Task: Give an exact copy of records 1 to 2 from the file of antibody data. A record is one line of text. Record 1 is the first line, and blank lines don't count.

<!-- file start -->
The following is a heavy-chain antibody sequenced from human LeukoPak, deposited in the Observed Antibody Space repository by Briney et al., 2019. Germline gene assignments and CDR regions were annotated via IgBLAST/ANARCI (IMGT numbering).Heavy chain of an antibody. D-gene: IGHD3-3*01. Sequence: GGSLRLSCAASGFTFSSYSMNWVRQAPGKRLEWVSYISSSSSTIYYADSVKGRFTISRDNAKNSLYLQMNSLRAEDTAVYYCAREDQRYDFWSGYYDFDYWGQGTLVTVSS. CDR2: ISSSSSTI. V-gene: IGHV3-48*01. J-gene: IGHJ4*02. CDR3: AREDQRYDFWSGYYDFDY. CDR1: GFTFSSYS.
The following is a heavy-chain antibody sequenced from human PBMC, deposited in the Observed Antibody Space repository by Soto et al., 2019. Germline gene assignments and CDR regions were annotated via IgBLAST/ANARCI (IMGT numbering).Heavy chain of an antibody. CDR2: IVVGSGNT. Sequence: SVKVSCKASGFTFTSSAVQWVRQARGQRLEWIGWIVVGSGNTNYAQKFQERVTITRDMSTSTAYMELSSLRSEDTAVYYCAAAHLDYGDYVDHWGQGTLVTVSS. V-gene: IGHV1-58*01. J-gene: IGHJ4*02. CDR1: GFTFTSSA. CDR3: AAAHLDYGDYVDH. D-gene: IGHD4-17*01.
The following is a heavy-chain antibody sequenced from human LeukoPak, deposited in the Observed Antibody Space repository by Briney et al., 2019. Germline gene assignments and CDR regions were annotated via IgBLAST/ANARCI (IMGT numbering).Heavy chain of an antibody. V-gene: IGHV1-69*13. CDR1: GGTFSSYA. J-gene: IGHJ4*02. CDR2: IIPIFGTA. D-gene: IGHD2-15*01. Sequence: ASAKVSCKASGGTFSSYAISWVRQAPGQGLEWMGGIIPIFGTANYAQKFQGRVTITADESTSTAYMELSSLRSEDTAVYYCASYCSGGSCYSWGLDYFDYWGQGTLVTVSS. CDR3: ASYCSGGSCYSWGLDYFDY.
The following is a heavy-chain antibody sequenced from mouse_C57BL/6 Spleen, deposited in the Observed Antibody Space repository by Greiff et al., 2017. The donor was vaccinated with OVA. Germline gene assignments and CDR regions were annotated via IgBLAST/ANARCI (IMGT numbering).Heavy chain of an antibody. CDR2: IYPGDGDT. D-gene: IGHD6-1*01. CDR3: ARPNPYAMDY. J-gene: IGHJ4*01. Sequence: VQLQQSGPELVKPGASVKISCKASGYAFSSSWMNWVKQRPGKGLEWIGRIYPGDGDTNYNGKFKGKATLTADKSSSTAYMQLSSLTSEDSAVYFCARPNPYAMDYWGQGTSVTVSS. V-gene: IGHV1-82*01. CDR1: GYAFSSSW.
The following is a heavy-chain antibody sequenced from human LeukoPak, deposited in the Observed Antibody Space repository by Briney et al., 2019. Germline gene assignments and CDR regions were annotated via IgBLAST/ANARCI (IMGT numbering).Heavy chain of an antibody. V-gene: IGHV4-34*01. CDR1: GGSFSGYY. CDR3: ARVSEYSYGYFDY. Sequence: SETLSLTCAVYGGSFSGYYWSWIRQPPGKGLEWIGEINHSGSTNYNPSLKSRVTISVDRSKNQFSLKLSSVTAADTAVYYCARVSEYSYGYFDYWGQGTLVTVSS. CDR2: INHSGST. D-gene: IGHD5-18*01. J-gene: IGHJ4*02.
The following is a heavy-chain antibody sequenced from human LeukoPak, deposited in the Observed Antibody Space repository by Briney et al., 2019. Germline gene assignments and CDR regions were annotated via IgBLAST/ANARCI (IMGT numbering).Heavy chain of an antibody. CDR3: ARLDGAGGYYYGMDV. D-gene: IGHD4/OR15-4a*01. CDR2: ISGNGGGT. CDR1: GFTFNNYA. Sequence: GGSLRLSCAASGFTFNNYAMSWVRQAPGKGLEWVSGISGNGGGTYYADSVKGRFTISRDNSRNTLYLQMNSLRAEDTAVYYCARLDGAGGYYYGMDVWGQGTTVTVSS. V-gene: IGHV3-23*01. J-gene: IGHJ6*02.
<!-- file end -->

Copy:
The following is a heavy-chain antibody sequenced from human LeukoPak, deposited in the Observed Antibody Space repository by Briney et al., 2019. Germline gene assignments and CDR regions were annotated via IgBLAST/ANARCI (IMGT numbering).Heavy chain of an antibody. D-gene: IGHD3-3*01. Sequence: GGSLRLSCAASGFTFSSYSMNWVRQAPGKRLEWVSYISSSSSTIYYADSVKGRFTISRDNAKNSLYLQMNSLRAEDTAVYYCAREDQRYDFWSGYYDFDYWGQGTLVTVSS. CDR2: ISSSSSTI. V-gene: IGHV3-48*01. J-gene: IGHJ4*02. CDR3: AREDQRYDFWSGYYDFDY. CDR1: GFTFSSYS.
The following is a heavy-chain antibody sequenced from human PBMC, deposited in the Observed Antibody Space repository by Soto et al., 2019. Germline gene assignments and CDR regions were annotated via IgBLAST/ANARCI (IMGT numbering).Heavy chain of an antibody. CDR2: IVVGSGNT. Sequence: SVKVSCKASGFTFTSSAVQWVRQARGQRLEWIGWIVVGSGNTNYAQKFQERVTITRDMSTSTAYMELSSLRSEDTAVYYCAAAHLDYGDYVDHWGQGTLVTVSS. V-gene: IGHV1-58*01. J-gene: IGHJ4*02. CDR1: GFTFTSSA. CDR3: AAAHLDYGDYVDH. D-gene: IGHD4-17*01.